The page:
Sometimes when I’m playing fantasy travel with myself (usually when working on deadline and daydreaming in search of cheap airline tickets) I see the new Denver-London direct flight that I wrote about earlier this spring come up really affordable.
For anyone who is a Francophile, with so many options to transfer in London after a night of sleep (or just rest or movie binging), it’s easy to visit both countries in a two-for-one trip. It’s a quick transfer and easy 30-minute flight from Heathrow to the French capital, if you’re visiting there first. And there’s always the Eurostar train option from St Pancras Station in London that whisks you through the Chunnel (the tunnel under the English Channel) in three hours.
This trip to Paris was different from any before, as I went to see an old and dear high school friend from London who’d taken a four-month sabbatical from her life in Australia to expose her already bilingual 7-year-old Sydney-based daughter Minnie to some European culture to balance out an antipodean beach lifestyle.
So instead of cruising around sipping champagne at the Georges V or attending Paris fashion week, we three girls had a blast living like locals, staying in a super-small but central six-flight walk-up Airbnb apartment rented for the duration of Minnie’s semester. It was bang smack in the middle of the fashionable Marais, which really is command central for Old Paris cool, with the arched Place des Vosges architecture being my favorite, along with the many teeny, tiny fashion boutiques it’s known for. With visits to my favorite Damyel macaroons shop and Diptique candles, I was in heaven.
I can report that the freedom of an apartment instead of a hotel in Paris was a terrific idea. Especially for the ease of light meals for the kiddo and breakfasting like a local, on local fare, brought home from the patisserie. Also for sitting up later in the evening, sipping wine with the balcony windows open, for adult conversation time, impossible to do in a shared hotel room with a child sleeping.
Dropping Minnie promptly at school at 8 a.m., the medieval door slammed shut behind her after the superintendent ushered her in. Armed gendarmes stand guard. Yes, that’s how they deal with school security in France. They lock ’em in safely; no one comes in or goes out through that door without serious discussion with the super until school is out. And so we had the whole day to walk, discover, photograph architecture, shop bargains, embrace culture, eat lunches sidewalk-style and walk and walk some more.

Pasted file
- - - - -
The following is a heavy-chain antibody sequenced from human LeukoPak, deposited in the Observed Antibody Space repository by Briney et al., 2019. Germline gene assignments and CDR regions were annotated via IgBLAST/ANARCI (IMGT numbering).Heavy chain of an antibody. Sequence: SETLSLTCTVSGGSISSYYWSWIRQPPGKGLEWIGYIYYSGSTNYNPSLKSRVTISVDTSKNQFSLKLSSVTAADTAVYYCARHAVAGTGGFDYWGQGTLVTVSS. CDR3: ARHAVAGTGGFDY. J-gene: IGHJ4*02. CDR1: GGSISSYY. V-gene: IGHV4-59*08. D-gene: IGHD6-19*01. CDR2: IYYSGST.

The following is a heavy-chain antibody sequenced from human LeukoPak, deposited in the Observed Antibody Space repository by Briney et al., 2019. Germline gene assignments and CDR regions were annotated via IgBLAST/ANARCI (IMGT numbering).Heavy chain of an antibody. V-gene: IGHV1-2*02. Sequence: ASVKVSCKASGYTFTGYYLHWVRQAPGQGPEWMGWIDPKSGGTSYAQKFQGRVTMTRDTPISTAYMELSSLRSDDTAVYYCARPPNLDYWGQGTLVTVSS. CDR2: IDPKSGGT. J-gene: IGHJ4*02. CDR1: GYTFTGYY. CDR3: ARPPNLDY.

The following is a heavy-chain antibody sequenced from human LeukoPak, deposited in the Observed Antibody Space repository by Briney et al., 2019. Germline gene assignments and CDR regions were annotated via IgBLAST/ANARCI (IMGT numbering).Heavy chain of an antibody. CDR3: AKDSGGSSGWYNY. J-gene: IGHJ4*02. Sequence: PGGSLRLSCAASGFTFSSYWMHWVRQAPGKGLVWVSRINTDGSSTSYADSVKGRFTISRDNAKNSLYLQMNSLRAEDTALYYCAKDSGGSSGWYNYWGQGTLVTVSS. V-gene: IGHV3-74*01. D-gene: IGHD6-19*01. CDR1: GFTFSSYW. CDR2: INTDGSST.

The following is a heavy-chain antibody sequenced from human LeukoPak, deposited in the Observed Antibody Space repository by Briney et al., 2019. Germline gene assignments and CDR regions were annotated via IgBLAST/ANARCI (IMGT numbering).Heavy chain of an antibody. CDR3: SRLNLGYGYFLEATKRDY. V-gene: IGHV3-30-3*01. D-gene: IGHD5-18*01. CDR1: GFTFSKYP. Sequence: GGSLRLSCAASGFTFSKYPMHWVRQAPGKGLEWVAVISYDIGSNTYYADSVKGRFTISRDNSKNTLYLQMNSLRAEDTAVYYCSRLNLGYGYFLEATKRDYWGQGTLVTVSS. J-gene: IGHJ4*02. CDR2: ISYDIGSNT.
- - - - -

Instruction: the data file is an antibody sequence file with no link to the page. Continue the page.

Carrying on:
I didn’t get to the Louvre this trip, though if you’re planning to go, they are currently offering a 90-minute guided tour or “thematic trail” through the museum, based on Beyonce and Jay-Z's music video “Everything Is Love,” filmed and released earlier this year. It’s a brilliant marketing grab to show visitors the 17 pieces of art seen in the power couple's visual, fusing art culture with pop music culture – just another future-thinking French thing akin to the country’s stance on global warming. Since the earnest, thoughtful and sauve President Macron and cougar-cool wife Brigitte hit the scene, I’ve never liked the French more.
Needing to break out of the 4th and 11th districts – in other words, our hood – I was intent to get to the Clignancourt flea market before I left, something I’d never done. It’s the world’s largest and a bit out of the way, so I’d downloaded directions from a blog I’d been reading called parisperfect.com. I’d known the market was huge but definitely the place to be.
We hopped and switched subways wearing flats as we made our way from the Marais. Afterwards I reviewed the notes and found they’d been spot-on. And I’d have been very grateful for them if I’d been alone. Leaving the Metro line 4 at Porte de Clignancourt you ignore the cheap junky imports on the fringe stalls you pass, not slowing to start until the Marche Vernaison, or any of the multitude of other markets.
Once in the maze, something magical happens and you get lost in the vendors with ever-narrowing artistic fields. The artful curating by French merchants is why this culture creates such exquisite goods. The attention to detail – from a vintage button to the thinness of the crepes on sale at the food stalls – is a true wonder. The food stalls are terrific in the markets. Piping hot fresh fried fish in parchment paper, washed down with robust red wine in tumblers, hit the spot for lunch the day we visited, as it was cool out.
My high school French was never technically correct, but in a former job in London I’d used it for basic business. Once I get there, though, I flail a little with stage fright! My friend was so fluent, but eventually mine came out. I joined in, with odd words, odd phrases, and it sounded flowery, just like a romance language should. Vive la France.